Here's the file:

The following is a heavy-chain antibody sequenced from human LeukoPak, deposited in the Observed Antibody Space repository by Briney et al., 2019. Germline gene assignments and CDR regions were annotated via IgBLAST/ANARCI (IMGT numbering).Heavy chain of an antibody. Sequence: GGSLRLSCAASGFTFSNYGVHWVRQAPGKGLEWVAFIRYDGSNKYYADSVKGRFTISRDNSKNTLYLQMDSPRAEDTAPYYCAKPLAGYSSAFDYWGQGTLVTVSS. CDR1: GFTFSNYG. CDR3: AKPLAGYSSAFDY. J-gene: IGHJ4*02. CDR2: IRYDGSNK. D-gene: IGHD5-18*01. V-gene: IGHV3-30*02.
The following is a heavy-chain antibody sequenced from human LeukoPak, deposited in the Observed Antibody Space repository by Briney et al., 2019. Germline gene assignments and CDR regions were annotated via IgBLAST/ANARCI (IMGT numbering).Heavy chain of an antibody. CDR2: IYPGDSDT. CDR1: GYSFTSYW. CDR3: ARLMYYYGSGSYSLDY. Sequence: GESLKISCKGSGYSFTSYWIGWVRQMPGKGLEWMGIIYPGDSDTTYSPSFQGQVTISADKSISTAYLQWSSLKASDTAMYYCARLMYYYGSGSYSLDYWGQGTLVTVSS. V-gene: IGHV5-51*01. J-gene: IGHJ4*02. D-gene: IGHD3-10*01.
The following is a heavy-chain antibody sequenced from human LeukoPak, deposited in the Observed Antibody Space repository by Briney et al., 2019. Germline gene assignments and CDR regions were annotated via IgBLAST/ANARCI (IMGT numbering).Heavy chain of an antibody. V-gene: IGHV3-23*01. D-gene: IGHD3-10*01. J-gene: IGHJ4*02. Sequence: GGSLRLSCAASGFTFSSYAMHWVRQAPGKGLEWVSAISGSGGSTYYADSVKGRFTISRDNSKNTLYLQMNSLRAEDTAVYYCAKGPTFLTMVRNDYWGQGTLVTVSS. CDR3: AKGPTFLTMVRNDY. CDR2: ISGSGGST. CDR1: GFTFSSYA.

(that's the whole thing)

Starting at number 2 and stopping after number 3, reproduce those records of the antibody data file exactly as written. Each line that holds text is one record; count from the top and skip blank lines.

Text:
The following is a heavy-chain antibody sequenced from human LeukoPak, deposited in the Observed Antibody Space repository by Briney et al., 2019. Germline gene assignments and CDR regions were annotated via IgBLAST/ANARCI (IMGT numbering).Heavy chain of an antibody. CDR2: IYPGDSDT. CDR1: GYSFTSYW. CDR3: ARLMYYYGSGSYSLDY. Sequence: GESLKISCKGSGYSFTSYWIGWVRQMPGKGLEWMGIIYPGDSDTTYSPSFQGQVTISADKSISTAYLQWSSLKASDTAMYYCARLMYYYGSGSYSLDYWGQGTLVTVSS. V-gene: IGHV5-51*01. J-gene: IGHJ4*02. D-gene: IGHD3-10*01.
The following is a heavy-chain antibody sequenced from human LeukoPak, deposited in the Observed Antibody Space repository by Briney et al., 2019. Germline gene assignments and CDR regions were annotated via IgBLAST/ANARCI (IMGT numbering).Heavy chain of an antibody. V-gene: IGHV3-23*01. D-gene: IGHD3-10*01. J-gene: IGHJ4*02. Sequence: GGSLRLSCAASGFTFSSYAMHWVRQAPGKGLEWVSAISGSGGSTYYADSVKGRFTISRDNSKNTLYLQMNSLRAEDTAVYYCAKGPTFLTMVRNDYWGQGTLVTVSS. CDR3: AKGPTFLTMVRNDY. CDR2: ISGSGGST. CDR1: GFTFSSYA.